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Old 07-18-2008, 04:01 PM
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Default Rockwool for insulation

Hi,

I find it very difficult to get access to some of the materials recommended for insulation of the oven (ceramic fibres etc.). I did come across a 100L bag of perlite. But now I am a bit worried that this material could drizzle into the small cracks which necessarily must form.
Why could I not just use rockwool for insulation? It is claimed to withstand more than 1000 C and after some discussions on this forum I am convinced that I will never reach more than between 600 - 800 C in my oven. Any comments or advice on this thought?

regards from Karl
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Old 07-18-2008, 04:27 PM
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Default Re: Rockwool for insulation

I did a wiki search on rock wool and found the name represents a wide varity of products.

One item I did note:

"All European produced rock (stone)wool and glass wool is bio soluble". This would imply that it might be affected by water" - so becareful.

Also - be careful cause you can't trust everything you hear on the internet.

Christo
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Old 07-18-2008, 05:00 PM
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Default Re: Rockwool for insulation

Rockwool is oftem stocked by the same suppliers as ceramic fibre blankets, here in Australia anyway.

Have you tried talking to industrial insulation specialists. Often I've found going to the high-end of users to find what they use and where they get it from and work back to the supplier can be effective.
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Old 07-18-2008, 05:04 PM
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Default Re: Rockwool for insulation

"Bio-soluble" in this context means that the fibers will dissolve in your lungs, so they are a lesser silicosis hazard. Wear the respirator anyway.
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Old 07-18-2008, 09:19 PM
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Default Re: Rockwool for insulation

For my first oven I used fibreglass insulating bats (which I think is also refered to as rockwool) It did the job ok and on inspecting it when I removed a floor firebrick, the fiberglass bat under the brick appeared not to have deteriorated in any way. Trouble I found withe the fiberglass on the outside of the dome was that it compressed very easily and it then made the job of chickenwire over it very difficult. I now prefer vermiculite/cement 10:1 which goes firm when set.
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Old 07-19-2008, 06:17 AM
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Default Re: Rockwool for insulation

Hi Karl
Purolite is mixed 5 to one with concrete. I am using it and have never heard of any spilling through the cracks. I believe that this a standard tried and true application and you won't have problems. Incidentally my son will be in Bergen Noway on the 20th...a good-guy collage kid,
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Old 07-19-2008, 06:30 AM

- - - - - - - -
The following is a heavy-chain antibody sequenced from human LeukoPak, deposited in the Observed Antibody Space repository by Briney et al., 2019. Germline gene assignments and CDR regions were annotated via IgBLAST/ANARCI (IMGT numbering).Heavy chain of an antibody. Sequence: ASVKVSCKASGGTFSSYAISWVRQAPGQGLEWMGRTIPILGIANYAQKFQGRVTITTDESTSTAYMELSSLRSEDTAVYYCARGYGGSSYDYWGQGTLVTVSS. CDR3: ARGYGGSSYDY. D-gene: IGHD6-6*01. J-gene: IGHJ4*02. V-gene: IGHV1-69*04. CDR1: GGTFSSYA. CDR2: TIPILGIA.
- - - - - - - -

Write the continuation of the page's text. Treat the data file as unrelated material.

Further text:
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Default Re: Rockwool for insulation

Good day!

If you are going with an enclosure vs igloo, you can use it loose as well and the joints in your enclosure must be pretty close to keep from spilling out. (Please don't ask me how I know!)

Christo
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Old 07-19-2008, 03:18 PM
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Default Re: Rockwool for insulation

Thanks everybody for replying,

I am planning to do an enclosure rather than the igloo. Even though the igloo principle may sound very adabtable to our climate ! The rain and the snow ower here call for a proper enclosure and I was worried about using loose perlite (penetrating into cracks,- and now seeing Christo's experience ...). I agree that using it with cement should be better. But I thought that the job of mixing and "smearing (?)" it all over the oven could all be avoided by just using rockwool (I do not know the US brand name but it sound very much like the type David s was using. It is sold both as hard mats and in softer and thicker sheets).
I haven't heard anything in your comments that actually should be a "show-stopper" in that respect?!

regards from Karl

PS Laborer,-hope your son have a good time in Bergen. Just heard that Metallica had a concert there yesterday. He missed them with a couple of days. DS.
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Old 08-12-2008, 11:26 PM
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Default Re: Rockwool for insulation

Karl,

I used Rockwool ( stonewool ) 4" thick slabs when I built my powdercoat oven and I can run it up to 1000f and the metal oven is cool to the touch on the outside. I cut it to fit with an electric meat carving knife.
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Old 08-13-2008, 08:06 AM
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Default Re: Rockwool for insulation

One of the problems with insulation technology is that there is no standard vocabulary. What might be "fiberglass" in one place, might be "mineral wool" in another. After all, silica is a mineral. This doesn't mean that every type of insulation is suitable to every application. One of our members had a cracking problem when his insulation board turned out to lack water resistance, and squished when it got damp.

If you are using untested materials, you need to read material data sheets, and talk to applications engineers with the manufacturers. If those things are as difficult for you as they are for me, you need to follow the tried and true standard practice.

That said, we like to hear about experiments, and what different materials are used in different countries.
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